GATI3 Established at a time (in 1989) when firms in India hardly outsourced their logistics requirements, Gati has transformed itself from a cargo movement company to become one of the leading end-to-end logistics and supply chain solutions provider in India. Continuous innovation and high end technological investments to improve service 3 Source: www. gati. com, Sharma and Thakur (2006), Prowess (2006), Reddy (2007) W. P. No. 2007-03-07 Page No. 17 IIMA INDIA Research and Publications quality, speed and efficiency can be ascribed as the reasons behind their success.

It is staring to connect with mass retail market in several cities through 1500 Customer Convenient Centres. It is also the first Indian company to operate in the far-east market with its own subsidiary in Hong Kong. On the service front, there have been several firsts in India by Gati – a money back guarantee on cargo services, cash-on-delivery and a tollfree number for convenience of customers. Gati operates one of the largest road networks linking 594 districts out of a total of 602 districts in India at a turnover of $104mn in 2005-2006. It covers 3. 2 lakh4-km every day with a fleet size of 2000 trucks.

Its automated shipment tracking ability has brought it closer to the customers – for example, the SMS based tracking system has allowed the customers to continuously get an update on the status of their consignment. Another feature also enables customers to get email based conformation of any delivery. Gati has also transformed the warehouse management practices in India with its modern system, WMS – a web based warehouse management system that provides both functionality and flexibility to customers in managing their warehouse operations. WMS enables Gati and its customers to track inventory status in real time.

Along with its transportation related capabilities, this has allowed Gati to manage the entire outbound logistics (i. e. , warehousing, transport and dealer/retailer replenishment) of Blue Star for his home air-conditioning division. Order processing times and shipping errors have decreased and customer service levels have improved, as a consequence. Currently, Gati operates with 10 warehouses and plans to setup another 25 over the next three years at an investment of $100mn. It is designing these new warehouses with mechatronic systems that could lead to a paradigm shift in warehouse management in India.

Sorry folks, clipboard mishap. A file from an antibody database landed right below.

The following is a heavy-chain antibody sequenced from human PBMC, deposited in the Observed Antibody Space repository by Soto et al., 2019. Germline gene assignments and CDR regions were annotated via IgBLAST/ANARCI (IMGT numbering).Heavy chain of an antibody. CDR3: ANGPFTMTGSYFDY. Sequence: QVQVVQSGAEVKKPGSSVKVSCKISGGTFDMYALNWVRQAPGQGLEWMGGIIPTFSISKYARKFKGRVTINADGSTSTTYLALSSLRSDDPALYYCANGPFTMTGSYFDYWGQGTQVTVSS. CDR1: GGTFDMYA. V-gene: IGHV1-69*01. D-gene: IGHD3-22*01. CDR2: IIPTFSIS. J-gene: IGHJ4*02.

It has implemented CRM and ERP systems, using IT to full advantage delivering value to the customers. AMUL5 The Kaira District Milk Cooperative Union or better known as AMUL was established in 1946 in Anand in the western State of Gujarat with an aim to remove the intermediaries in the milk procurement and distribution process and thereby increase return to milk farmers. The milk farmers were mostly marginalized members of the society and most of 4 5 1 lakh = 100,000 www. amul. org; Chandra and Tirupati (2003) W. P. No. 2007-03-07 Page No. 18 IIMA INDIA Research and Publications hem barely poured a few litres of milk each day. They, however, depended on this for their livelihood and any money lost to the middleman or to uncertainty in the environment meant a threat to their existence. Thus was born AMUL (which means invaluable in Hindi)! The Story of AMUL is an extraordinary story of vision, effort and power of networks for the benefit of the poor. From being a net importer of milk in 1947 when India became independent, India has now emerged as the largest milk producer in the world. This remarkable story has been scripted by a network of cooperatives called AMUL.

The AMUL network is coordinated by the Gujarat Cooperative Milk Marketing Federation (or GCMMF) which markets milk and milk products that are produced by 12 Milk Unions (each having several factories) one of which is AMUL at Anand. The Unions are spread in twelve districts of Gujarat. Each Union collects milk from farmers through cooperative Village Societies. (This structure is now replicated in almost all the States of India. ) In 2005-2006, GCMMF had a sales turnover of $860mn through milk and milk products (its Unions or plants produce 15 categories of milk products with several products in each category).

The 12 Unions collect about 6. 3million litres of milk every day from 2. 5 million farmers through 11,962 Village Societies. (with an annual collection of 2. 28 bn litres in 20052006). Each village society may have 100 to 1000 member farmers who pour milk twice a day. Twice daily, about 500 trucks collect milk from these Village Societies and bring them to either of the five chilling centers or the processing plants (or Unions). The Unions process the liquid milk – produce milk of various types for consumption, convert some to powder as inventory and use both powder and liquid milk for producing milk products.

These products are distributed to consumers through a channel comprising 4000 stockists (or distributors) and 5,00,000 retailers. It is not difficult to imagine the complexity of coordinating such a network of perishable products with an explicit social objective, in addition to a commercial one. The network realized the need for a unique model to deliver value to customers and through that serve the key objective of setting up of the cooperative – making a producer out of a poor consumer and helping her get better returns. W. P. No. 2007-03-07 Page No. 19 IIMA INDIA Research and Publications